Dates of Creation
During the 1917 session of the House of Assembly, a petition was presented from a group of merchants stating grievances against charitable organizations operating on the coast of Labrador, namely the International Grenfell Association (IGA) and the Royal National Mission to Deep Sea Fisherman (RNMDSF). The merchants claimed the charities misrepresented Newfoundlanders as paupers; that the charities were in direct competition with merchants; that Grenfell cooperative stores were being subsidized by unknowing American philanthropists, and that these charities had committed breaches in the Customs Act. On 21 July 1917 the IGA officially petitioned the Governor to appoint a Royal Commission to investigate the charges against them.
On 15 August, the Directors of the IGA sent a petition to St. Johnís newspapers, requesting that the Commissionís mandate be extended to include an overall investigation of the operations of the IGA. The Directors feared that the enquiry could have a detrimental effect on the reputation of the IGA. The Royal Commission was appointed by Order-in-Council 17 August 1917, under the Public Enquiries Act (CSN, 1916, c. 30). However, the Commission was only mandated to investigate the allegations made by the merchants in their petition.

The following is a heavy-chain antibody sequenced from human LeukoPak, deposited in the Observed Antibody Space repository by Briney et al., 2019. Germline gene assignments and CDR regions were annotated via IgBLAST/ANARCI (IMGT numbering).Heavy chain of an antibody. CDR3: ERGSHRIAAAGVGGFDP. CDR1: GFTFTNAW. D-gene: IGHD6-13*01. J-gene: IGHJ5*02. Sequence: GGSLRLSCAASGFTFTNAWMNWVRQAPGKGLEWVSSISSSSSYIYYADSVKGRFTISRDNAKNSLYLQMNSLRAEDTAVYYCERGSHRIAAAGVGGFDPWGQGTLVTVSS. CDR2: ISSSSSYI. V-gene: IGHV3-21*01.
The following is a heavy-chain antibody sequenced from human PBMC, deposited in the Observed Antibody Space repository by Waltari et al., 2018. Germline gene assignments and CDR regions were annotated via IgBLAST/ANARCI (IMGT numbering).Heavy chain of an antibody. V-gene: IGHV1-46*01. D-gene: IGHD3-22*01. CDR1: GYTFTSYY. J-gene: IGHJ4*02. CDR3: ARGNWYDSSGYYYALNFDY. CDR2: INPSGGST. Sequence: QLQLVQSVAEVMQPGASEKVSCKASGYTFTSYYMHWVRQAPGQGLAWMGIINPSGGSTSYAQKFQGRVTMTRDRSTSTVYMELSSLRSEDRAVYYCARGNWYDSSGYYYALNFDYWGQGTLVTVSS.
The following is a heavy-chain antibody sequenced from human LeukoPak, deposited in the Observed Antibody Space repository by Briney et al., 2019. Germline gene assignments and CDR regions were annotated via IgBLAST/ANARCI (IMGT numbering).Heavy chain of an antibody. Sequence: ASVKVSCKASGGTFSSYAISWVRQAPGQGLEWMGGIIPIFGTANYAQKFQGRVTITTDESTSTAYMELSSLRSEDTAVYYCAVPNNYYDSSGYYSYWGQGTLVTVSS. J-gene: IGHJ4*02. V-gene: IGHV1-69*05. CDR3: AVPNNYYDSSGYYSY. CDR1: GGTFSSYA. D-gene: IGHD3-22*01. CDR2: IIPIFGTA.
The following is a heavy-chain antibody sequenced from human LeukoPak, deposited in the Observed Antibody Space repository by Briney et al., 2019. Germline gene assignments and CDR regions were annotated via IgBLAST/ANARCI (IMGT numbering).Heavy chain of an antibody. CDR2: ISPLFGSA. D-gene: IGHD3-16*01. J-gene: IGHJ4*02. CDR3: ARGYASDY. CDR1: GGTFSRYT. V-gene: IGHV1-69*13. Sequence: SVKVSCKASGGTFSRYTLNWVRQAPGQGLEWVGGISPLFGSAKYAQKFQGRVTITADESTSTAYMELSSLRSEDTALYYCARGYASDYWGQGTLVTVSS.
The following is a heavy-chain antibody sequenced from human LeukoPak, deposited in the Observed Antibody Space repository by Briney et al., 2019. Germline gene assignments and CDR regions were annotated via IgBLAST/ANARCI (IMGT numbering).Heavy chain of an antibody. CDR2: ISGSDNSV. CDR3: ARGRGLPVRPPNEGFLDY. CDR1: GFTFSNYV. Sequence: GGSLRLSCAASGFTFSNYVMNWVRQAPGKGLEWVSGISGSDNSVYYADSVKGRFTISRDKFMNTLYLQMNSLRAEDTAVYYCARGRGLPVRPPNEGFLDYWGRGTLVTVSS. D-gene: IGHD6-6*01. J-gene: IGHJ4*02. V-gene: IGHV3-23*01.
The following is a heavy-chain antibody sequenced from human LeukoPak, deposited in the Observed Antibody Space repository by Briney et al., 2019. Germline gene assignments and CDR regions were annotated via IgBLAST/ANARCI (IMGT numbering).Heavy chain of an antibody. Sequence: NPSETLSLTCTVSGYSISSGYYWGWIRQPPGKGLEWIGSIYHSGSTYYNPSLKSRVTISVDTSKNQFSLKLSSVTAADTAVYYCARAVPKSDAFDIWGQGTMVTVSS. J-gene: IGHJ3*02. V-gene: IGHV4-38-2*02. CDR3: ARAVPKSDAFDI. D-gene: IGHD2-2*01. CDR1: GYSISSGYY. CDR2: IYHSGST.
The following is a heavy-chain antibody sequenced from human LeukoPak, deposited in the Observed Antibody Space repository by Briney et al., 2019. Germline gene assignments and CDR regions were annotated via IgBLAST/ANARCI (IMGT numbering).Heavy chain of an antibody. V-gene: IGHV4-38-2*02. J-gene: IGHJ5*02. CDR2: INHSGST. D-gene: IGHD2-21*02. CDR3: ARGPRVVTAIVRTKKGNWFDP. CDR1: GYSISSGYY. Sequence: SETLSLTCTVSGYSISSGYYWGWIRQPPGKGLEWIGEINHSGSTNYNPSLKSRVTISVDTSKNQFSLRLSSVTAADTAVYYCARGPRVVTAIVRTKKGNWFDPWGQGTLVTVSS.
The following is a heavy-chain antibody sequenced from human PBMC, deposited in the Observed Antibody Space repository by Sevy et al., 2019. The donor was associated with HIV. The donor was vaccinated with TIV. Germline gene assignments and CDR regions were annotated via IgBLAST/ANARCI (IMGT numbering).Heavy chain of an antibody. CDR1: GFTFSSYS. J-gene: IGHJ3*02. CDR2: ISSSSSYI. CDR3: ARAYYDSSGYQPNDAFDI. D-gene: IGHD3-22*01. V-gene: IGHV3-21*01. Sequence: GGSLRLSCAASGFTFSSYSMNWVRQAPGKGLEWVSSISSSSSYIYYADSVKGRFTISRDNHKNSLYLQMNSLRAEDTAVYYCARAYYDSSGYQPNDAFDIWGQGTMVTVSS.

On 4 September, the IGA made a second appeal for an extended mandate through their solicitor Brian Dunfield. On 15 September a new Order-in-Council was issued. This new Commission, which contained the original mandate, was also instructed to investigate the work of the IGA and to what extent and in what way that work was a public benefit. Normally when a commission is cancelled, the new Order-in-Council is issued under the new date. However, in the case of the Grenfell Enquiry the new Order was issued in the same date as the old one.
The Commission began on 6 September 1917 at the Court House in St. Johnís. Both the IGA and the petitioners had counsel throughout the enquiry. The Commission travelled to Harbour Grace, Carbonear, the Northern Peninsula and the coast of Labrador. Sixty witnesses gave testimony.
In the final report Squarey examines each aspect of the IGA operations, including hospitals, schools, agriculture, the St. Anthony Orphanage, the Grenfell Hotel, and Mission machine shop and wharfs. The Commission concluded that the petitioners failed to prove their complaints. Although the cooperative stores were established by Grenfell, the commissioner was unable to discover any connection between the IGA and the stores. Shares in the co-ops were owned by area fishermen, and did not receive funding through charity. Grenfell denied that he portrayed Newfoundlanders as paupers. He maintained that his lectures were usually organized and attended by Newfoundlanders. However, he admitted that the newspaper reporters who attended his lectures dramatised the poverty with "kindly enthusiasm." No breaches of the Customs Act were discovered. However, Squarey recommended that to remove any feelings of unfair competition the IGA pay duty on any clothing imported and the Government rebate the amount annually. Throughout the report Squarey praised the work of the IGA, and pointed out that their work saved the Newfoundland Government money.
Previously known as Enquiry into the Affairs of the IGA
Also commonly known as Squarey Commission
Source of Title
Source of Acquisition
Author Access Points